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Any of several Central and South American birds of the genus Icterus, especially I. icterus of northern South America, having orange and black plumage.

[French troupiale, from troupe, flock; see troop.]
American Heritage® Dictionary of the English Language, Fifth Edition. Copyright © 2016 by Houghton Mifflin Harcourt Publishing Company. Published by Houghton Mifflin Harcourt Publishing Company. All rights reserved.


(Animals) any of various American orioles of the genus Icterus, esp I. icterus, a bright orange-and-black South American bird
[C19: from French troupiale, from troupe flock; referring to its gregarious habits]
Collins English Dictionary – Complete and Unabridged, 12th Edition 2014 © HarperCollins Publishers 1991, 1994, 1998, 2000, 2003, 2006, 2007, 2009, 2011, 2014


(ˈtru pi əl)

1. a large black and orange oriole, Icterus icterus, of lowland tropical South America.
2. any bird of the New World subfamily Icterinae (family Emberizidae), including the orioles and blackbirds.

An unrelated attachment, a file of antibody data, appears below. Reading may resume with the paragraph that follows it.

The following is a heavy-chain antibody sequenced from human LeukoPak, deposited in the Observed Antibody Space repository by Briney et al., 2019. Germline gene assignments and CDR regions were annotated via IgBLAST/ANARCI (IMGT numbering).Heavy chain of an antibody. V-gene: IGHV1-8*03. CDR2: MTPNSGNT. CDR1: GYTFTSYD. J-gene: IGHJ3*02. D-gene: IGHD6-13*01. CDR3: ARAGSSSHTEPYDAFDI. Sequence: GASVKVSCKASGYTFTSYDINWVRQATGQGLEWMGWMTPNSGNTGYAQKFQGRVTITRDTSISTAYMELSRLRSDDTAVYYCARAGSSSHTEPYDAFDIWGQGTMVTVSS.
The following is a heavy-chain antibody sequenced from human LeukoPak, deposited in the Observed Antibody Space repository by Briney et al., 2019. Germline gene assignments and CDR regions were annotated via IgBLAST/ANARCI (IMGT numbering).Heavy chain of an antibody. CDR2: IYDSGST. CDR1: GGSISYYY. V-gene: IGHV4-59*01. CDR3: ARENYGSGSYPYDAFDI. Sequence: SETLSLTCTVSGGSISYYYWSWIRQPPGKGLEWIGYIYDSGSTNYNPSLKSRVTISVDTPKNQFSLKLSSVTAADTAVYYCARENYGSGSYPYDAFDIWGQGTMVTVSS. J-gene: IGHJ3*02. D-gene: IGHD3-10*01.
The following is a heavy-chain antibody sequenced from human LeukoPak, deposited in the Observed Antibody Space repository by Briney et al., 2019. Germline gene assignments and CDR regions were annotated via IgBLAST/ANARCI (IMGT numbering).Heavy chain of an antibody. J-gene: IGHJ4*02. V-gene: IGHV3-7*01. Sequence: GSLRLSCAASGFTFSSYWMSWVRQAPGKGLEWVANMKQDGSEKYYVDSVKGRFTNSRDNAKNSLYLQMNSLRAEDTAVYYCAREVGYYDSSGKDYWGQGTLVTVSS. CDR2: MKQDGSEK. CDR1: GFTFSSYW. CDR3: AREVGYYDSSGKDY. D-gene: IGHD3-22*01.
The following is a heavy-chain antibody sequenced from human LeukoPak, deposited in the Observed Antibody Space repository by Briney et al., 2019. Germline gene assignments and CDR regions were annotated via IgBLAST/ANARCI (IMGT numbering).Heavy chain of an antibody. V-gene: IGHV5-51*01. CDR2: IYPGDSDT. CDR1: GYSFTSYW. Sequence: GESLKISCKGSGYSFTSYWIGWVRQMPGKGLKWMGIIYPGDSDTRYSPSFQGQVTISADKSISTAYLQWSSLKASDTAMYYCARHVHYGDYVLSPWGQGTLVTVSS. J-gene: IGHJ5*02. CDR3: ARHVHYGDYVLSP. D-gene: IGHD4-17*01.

[1815–25; < French troupiale See troop, -ial]
Random House Kernerman Webster's College Dictionary, © 2010 K Dictionaries Ltd. Copyright 2005, 1997, 1991 by Random House, Inc. All rights reserved.
References in periodicals archive ?
BLACKBIRDS in the Americas (including Mexico) are in no way related to our blackbirds - they are also know as troupials, a name which has a hint of the tropics about it.
About half of them are brood parasites, a trait they share with honeyguides, whydah finches, most cowbirds and some ducks and troupials. Brood parasites lay their eggs in the nests of other birds, known as hosts, then allow the host birds to incubate and feed their young.
Seuss, turkey-like, claw-winged hoatzins vie for attention with azure gallinules; macaws, parrots, and troupials call out overhead.
Parceled out, dispersing, they turn to gold: the troupial enters this house.